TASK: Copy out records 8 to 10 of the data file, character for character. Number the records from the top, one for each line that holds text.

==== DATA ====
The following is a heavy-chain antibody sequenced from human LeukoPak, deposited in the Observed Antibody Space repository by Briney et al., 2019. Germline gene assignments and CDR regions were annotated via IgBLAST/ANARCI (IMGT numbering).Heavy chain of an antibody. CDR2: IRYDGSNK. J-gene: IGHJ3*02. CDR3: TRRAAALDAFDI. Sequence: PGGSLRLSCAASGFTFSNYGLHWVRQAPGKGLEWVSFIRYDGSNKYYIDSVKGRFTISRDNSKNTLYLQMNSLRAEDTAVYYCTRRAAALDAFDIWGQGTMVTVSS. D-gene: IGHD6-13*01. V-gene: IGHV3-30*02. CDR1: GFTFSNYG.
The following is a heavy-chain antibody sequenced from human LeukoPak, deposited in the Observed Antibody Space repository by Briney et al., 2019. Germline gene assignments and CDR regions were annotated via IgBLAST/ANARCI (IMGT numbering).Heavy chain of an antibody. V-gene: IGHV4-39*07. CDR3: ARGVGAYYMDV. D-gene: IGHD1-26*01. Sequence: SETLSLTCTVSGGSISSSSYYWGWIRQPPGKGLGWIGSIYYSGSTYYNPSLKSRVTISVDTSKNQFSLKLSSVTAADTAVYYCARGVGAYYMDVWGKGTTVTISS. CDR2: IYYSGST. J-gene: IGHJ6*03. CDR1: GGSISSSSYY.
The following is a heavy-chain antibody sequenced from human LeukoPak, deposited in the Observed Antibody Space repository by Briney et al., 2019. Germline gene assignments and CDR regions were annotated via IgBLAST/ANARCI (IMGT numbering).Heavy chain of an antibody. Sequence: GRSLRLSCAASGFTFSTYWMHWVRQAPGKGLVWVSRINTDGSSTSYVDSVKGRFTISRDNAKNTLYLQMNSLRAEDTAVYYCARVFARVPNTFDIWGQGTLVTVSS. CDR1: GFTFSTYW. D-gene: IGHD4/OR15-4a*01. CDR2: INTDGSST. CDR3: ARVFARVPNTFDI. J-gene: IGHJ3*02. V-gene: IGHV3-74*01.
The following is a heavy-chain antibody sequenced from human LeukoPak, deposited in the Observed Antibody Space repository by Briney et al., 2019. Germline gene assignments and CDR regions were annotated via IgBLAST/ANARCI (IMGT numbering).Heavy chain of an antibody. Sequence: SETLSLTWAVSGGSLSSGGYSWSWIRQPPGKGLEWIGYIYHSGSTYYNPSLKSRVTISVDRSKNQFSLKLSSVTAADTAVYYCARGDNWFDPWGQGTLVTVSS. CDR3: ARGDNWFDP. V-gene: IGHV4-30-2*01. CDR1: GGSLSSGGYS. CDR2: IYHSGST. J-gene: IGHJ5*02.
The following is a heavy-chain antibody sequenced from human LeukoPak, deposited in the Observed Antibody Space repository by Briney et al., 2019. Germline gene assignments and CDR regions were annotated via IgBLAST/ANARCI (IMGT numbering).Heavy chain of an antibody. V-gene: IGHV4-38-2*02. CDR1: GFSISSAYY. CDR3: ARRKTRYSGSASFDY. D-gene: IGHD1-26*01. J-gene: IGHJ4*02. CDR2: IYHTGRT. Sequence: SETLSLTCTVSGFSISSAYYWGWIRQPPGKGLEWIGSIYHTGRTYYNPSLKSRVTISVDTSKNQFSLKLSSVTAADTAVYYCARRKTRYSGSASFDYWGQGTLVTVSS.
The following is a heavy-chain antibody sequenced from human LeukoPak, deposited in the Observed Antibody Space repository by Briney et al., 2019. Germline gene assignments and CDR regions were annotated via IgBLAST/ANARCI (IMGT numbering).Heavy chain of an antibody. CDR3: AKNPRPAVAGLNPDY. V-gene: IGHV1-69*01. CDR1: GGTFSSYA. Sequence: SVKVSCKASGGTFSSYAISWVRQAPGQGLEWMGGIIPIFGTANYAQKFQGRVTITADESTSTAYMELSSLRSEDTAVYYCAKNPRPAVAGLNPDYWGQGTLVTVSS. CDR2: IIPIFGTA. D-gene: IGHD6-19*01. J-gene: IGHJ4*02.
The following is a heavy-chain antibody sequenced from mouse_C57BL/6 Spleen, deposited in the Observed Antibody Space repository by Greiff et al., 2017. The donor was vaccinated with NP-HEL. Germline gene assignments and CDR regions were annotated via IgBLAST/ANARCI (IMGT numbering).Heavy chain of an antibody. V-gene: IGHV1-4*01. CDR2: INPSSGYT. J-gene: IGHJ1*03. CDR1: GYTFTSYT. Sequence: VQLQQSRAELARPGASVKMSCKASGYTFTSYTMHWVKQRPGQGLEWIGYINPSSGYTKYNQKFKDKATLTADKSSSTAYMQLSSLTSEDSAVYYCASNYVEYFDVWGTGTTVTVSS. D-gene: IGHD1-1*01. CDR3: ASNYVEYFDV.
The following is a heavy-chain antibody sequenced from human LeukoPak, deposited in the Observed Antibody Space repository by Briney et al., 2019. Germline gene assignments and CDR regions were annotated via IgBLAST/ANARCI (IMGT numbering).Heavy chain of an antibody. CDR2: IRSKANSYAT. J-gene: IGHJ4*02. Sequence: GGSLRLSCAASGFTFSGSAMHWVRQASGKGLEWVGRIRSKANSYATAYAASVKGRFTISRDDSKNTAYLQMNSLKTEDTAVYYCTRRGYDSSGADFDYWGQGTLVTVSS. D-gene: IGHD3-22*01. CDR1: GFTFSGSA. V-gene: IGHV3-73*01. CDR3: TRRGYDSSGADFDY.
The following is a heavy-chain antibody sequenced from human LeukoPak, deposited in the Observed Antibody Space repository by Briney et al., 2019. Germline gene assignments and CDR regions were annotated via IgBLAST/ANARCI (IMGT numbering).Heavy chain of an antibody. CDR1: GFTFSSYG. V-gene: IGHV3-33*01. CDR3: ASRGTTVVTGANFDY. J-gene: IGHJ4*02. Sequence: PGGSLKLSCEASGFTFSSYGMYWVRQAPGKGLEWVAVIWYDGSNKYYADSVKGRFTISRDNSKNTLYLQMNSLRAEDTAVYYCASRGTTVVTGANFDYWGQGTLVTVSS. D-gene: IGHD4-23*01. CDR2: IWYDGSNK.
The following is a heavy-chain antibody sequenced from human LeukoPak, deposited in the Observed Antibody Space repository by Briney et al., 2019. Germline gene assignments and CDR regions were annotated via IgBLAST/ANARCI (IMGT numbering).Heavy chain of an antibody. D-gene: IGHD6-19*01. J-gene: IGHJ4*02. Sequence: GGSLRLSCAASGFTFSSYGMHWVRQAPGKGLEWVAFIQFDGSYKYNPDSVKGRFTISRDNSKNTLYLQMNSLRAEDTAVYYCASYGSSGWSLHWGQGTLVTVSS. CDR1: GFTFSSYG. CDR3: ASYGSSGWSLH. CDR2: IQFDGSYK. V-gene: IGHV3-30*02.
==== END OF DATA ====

The following is a heavy-chain antibody sequenced from human LeukoPak, deposited in the Observed Antibody Space repository by Briney et al., 2019. Germline gene assignments and CDR regions were annotated via IgBLAST/ANARCI (IMGT numbering).Heavy chain of an antibody. CDR2: IRSKANSYAT. J-gene: IGHJ4*02. Sequence: GGSLRLSCAASGFTFSGSAMHWVRQASGKGLEWVGRIRSKANSYATAYAASVKGRFTISRDDSKNTAYLQMNSLKTEDTAVYYCTRRGYDSSGADFDYWGQGTLVTVSS. D-gene: IGHD3-22*01. CDR1: GFTFSGSA. V-gene: IGHV3-73*01. CDR3: TRRGYDSSGADFDY.
The following is a heavy-chain antibody sequenced from human LeukoPak, deposited in the Observed Antibody Space repository by Briney et al., 2019. Germline gene assignments and CDR regions were annotated via IgBLAST/ANARCI (IMGT numbering).Heavy chain of an antibody. CDR1: GFTFSSYG. V-gene: IGHV3-33*01. CDR3: ASRGTTVVTGANFDY. J-gene: IGHJ4*02. Sequence: PGGSLKLSCEASGFTFSSYGMYWVRQAPGKGLEWVAVIWYDGSNKYYADSVKGRFTISRDNSKNTLYLQMNSLRAEDTAVYYCASRGTTVVTGANFDYWGQGTLVTVSS. D-gene: IGHD4-23*01. CDR2: IWYDGSNK.
The following is a heavy-chain antibody sequenced from human LeukoPak, deposited in the Observed Antibody Space repository by Briney et al., 2019. Germline gene assignments and CDR regions were annotated via IgBLAST/ANARCI (IMGT numbering).Heavy chain of an antibody. D-gene: IGHD6-19*01. J-gene: IGHJ4*02. Sequence: GGSLRLSCAASGFTFSSYGMHWVRQAPGKGLEWVAFIQFDGSYKYNPDSVKGRFTISRDNSKNTLYLQMNSLRAEDTAVYYCASYGSSGWSLHWGQGTLVTVSS. CDR1: GFTFSSYG. CDR3: ASYGSSGWSLH. CDR2: IQFDGSYK. V-gene: IGHV3-30*02.